Published October 12 2017
On Monday evening, the City Council was presented with a general update on homelessness in Bellevue and the greater Eastside. Like many other cities across our region, the issue of homelessness has become increasingly visible. Bellevue has continued to ramp up its efforts over the last decade, balancing strategies that are compassionate, pragmatic and ensure public safety.
The update included an overview of data gathered by the recent Count Us In, a point-in-time count of individuals experiencing homelessness in King County. In 2017, the recorded number of unsheltered individuals on the Eastside increased to 284, up from 245 the previous year. Shelters reported increased needs across all populations, including single men, single women, families and youth. Since there were significant changes in count methodology for this year’s Point-In-Time Count, caution is advised in noting trends from previous years, with 2017 establishing a new baseline for King County.
Bellevue is part of King County’s All Home Initiative which is focused on making homelessness rare, brief and one-time. The city addresses the challenge by taking a collaborative and coordinated approach, not only across city services, but with our regional partners. Bellevue, Redmond, Kirkland, Issaquah and King County collaborate to provide coordinated human services across the Eastside.
Monday’s briefing is part of an ongoing series of discussions related to homelessness. Several additional elements will be addressed by the council in the coming months and year ahead. Next week, councilmembers could take action on permanent legislation to prohibit safe injection sites citywide. Then, on Oct. 23, the council is tentatively scheduled to discuss code amendments related to RV and car camping.
Property tax impacts
Councilmembers were also briefed on the impact on Bellevue property owners from action taken this year by the State Legislature. King County Assessor John Wilson and Bellevue School District Deputy Superintendent Melissa deVita were on hand to provide context.
In June, the Legislature adopted Engrossed House Bill 2242 aimed at fully funding basic K-12 education statewide. The new law increased the state share of property tax by 80 cents per $1,000 of assessed value and placed limits on the amount districts can collect through maintenance and operation levies.
Nearly every property taxpayer in King County will see an increase in their 2018 property taxes. However, in 2019, property owners living in areas with lower assessed values will see a decrease, possibly below the 2017 amount. In areas with higher assessed values, like Bellevue, those rates will likely be below 2018 but above 2017 amounts.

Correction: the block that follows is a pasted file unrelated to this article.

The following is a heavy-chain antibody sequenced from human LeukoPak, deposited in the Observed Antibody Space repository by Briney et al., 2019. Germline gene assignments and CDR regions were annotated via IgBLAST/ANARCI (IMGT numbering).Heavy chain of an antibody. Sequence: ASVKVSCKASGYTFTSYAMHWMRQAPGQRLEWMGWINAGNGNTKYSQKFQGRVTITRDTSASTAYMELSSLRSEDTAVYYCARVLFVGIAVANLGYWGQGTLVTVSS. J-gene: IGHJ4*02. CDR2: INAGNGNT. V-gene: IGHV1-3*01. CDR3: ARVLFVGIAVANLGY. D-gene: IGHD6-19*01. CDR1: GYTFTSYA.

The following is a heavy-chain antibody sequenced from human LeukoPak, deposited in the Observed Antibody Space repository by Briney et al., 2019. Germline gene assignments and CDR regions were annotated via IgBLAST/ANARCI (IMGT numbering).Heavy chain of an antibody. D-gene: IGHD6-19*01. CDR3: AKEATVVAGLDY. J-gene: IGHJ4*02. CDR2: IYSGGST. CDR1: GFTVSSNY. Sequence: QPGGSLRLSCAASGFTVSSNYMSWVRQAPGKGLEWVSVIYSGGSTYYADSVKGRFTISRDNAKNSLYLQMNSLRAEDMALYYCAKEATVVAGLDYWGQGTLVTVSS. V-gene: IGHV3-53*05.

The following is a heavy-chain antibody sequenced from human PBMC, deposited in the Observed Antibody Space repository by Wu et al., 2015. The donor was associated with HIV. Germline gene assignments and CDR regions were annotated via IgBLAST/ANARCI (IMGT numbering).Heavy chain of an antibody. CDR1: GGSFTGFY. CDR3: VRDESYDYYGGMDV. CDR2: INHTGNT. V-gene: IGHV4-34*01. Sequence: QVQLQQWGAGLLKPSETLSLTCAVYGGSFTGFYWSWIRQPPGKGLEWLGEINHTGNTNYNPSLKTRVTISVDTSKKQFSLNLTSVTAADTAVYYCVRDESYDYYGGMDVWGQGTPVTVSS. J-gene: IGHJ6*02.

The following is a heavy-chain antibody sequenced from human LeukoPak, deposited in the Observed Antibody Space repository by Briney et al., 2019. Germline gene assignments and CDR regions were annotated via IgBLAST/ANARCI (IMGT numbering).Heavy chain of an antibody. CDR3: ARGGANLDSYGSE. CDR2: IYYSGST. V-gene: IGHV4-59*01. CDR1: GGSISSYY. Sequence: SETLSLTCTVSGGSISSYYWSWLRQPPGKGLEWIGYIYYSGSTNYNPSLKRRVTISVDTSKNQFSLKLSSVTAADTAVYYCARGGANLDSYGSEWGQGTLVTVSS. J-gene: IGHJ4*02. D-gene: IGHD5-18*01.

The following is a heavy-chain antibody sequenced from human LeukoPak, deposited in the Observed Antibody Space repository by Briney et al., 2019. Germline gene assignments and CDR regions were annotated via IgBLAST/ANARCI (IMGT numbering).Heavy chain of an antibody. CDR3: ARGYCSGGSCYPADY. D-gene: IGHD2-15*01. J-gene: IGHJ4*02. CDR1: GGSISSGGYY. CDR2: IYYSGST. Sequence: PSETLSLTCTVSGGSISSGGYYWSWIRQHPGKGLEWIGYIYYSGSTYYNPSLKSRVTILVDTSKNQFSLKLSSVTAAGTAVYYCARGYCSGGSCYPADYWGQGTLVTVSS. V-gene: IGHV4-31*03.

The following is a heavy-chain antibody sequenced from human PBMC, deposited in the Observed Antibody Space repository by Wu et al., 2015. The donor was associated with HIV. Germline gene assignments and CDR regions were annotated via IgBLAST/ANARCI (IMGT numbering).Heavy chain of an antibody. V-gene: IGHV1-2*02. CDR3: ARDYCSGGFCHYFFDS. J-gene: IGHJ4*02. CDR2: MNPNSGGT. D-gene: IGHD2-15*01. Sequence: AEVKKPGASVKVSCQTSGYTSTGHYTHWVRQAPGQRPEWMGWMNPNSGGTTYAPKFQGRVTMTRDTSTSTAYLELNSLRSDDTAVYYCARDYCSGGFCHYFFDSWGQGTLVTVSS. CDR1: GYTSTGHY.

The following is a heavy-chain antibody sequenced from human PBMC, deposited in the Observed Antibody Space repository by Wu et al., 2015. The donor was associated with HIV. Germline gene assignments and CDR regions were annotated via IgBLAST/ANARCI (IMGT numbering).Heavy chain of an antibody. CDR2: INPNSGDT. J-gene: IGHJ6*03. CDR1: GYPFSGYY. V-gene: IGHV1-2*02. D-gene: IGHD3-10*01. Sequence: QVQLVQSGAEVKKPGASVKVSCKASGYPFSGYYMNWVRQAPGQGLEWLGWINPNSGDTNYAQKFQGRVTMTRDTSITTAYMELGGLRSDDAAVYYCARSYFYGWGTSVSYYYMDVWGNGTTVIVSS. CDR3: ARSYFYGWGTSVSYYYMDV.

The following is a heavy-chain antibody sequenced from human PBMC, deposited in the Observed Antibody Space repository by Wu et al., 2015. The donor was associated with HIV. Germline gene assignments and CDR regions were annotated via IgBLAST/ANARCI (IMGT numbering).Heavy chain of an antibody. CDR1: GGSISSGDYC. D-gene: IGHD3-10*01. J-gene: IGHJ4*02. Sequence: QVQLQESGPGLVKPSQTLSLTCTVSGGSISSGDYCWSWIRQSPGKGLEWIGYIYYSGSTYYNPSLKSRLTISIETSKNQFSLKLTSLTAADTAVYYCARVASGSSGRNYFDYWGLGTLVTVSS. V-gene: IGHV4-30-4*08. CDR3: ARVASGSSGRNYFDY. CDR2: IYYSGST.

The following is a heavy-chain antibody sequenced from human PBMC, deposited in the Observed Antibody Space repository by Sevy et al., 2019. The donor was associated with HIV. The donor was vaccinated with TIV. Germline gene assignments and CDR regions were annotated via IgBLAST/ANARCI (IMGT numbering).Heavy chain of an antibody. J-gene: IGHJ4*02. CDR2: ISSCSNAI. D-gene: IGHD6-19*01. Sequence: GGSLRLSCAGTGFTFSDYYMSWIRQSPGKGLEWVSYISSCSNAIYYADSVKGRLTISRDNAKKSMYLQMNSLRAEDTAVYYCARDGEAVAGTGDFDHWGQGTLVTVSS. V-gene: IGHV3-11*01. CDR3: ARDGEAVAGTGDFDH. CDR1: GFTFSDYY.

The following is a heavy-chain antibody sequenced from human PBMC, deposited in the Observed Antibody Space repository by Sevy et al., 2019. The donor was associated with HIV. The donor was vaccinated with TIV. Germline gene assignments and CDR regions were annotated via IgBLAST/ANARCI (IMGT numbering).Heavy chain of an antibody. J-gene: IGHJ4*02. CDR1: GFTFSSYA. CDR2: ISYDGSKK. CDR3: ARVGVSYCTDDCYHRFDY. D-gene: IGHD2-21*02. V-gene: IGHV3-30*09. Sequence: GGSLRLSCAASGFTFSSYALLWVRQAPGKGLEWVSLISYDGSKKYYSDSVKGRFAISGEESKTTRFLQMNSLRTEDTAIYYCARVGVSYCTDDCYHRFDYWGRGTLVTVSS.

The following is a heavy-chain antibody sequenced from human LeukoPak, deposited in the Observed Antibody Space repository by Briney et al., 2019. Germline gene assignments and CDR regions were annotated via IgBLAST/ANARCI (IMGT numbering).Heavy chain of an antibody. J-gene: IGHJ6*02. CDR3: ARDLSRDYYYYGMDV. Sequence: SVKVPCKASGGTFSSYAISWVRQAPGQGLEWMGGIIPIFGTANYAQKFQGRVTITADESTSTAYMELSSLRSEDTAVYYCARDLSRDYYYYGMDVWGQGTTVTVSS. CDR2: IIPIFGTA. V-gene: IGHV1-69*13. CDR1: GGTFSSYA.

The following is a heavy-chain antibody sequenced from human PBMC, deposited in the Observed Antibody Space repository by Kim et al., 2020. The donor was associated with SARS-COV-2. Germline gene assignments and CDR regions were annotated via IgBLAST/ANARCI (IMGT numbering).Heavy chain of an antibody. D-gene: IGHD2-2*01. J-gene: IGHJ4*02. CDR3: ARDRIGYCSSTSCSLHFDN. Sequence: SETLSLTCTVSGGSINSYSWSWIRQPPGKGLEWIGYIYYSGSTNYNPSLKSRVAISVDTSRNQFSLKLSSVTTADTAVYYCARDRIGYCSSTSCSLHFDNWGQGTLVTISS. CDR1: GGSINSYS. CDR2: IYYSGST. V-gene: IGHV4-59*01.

Assessor Wilson noted in his presentation that the increased reliance on property taxes and how it could erode the willingness of voters to approve ballot measures for other local issues over time. He also said that 2018 tax bills will go out in mid-February.
Councilmembers expressed concerns on a number of issues, from public awareness about the state property tax increase to affordable housing and the future of stable funding for government services.
Additional information on Bellevue’s property tax allocation can be found on the city’s Finance Department web page. To learn more about property tax collection and assessment, visit the King County Assessor’s site.
Economic Development team briefing
The council wrapped up the night with a comprehensive briefing on the city’s economic development efforts. The team continued to make strides on several fronts. Highlights for the last two quarters include:
- Providing technical assistance to 31 local companies.
- Providing workshops for 129 community members interested in starting a business for the first time.
- Following up on 35 leads and five prospects, including two internal businesses, interested in locating to Bellevue.
- Ongoing work on Creative Edge, a joint initiative with the Arts Program aimed at strengthening the city’s creative economy. The strategy is expected to be completed in March of 2018.
Councilmembers were also given the results of the 2017 Bellevue Business Survey. The survey, conducted every two years, assists in economic development’s goal of providing a healthy and vibrant business environment. Overall, 70 percent of businesses felt that the Bellevue is a “somewhat” or “significantly” better place to operate in comparison to other cities. As for drawbacks, concerns largely echoed residents, with traffic, taxes, parking, and housing and commercial space affordability topping the list.
More details on the survey and Office of Economic Development programs can be found in the agenda packet.